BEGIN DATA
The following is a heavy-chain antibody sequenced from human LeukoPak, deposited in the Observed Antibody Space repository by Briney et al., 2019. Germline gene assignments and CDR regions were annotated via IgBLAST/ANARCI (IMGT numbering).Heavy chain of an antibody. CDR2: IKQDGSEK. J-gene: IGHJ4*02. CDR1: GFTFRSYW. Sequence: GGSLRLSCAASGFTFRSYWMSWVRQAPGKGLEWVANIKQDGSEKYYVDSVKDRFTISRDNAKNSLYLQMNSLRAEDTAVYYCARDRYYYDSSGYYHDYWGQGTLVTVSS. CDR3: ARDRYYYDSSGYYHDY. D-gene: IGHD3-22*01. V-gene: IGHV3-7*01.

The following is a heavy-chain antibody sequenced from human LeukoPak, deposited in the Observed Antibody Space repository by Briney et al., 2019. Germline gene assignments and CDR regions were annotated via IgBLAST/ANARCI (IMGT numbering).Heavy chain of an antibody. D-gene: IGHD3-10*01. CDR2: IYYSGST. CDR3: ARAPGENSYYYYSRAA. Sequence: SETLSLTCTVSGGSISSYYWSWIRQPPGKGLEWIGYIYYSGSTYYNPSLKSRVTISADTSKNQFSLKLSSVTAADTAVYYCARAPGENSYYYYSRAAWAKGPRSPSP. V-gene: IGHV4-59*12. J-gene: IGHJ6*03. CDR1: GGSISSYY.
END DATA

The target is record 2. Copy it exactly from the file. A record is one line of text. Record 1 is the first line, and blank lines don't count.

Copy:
The following is a heavy-chain antibody sequenced from human LeukoPak, deposited in the Observed Antibody Space repository by Briney et al., 2019. Germline gene assignments and CDR regions were annotated via IgBLAST/ANARCI (IMGT numbering).Heavy chain of an antibody. D-gene: IGHD3-10*01. CDR2: IYYSGST. CDR3: ARAPGENSYYYYSRAA. Sequence: SETLSLTCTVSGGSISSYYWSWIRQPPGKGLEWIGYIYYSGSTYYNPSLKSRVTISADTSKNQFSLKLSSVTAADTAVYYCARAPGENSYYYYSRAAWAKGPRSPSP. V-gene: IGHV4-59*12. J-gene: IGHJ6*03. CDR1: GGSISSYY.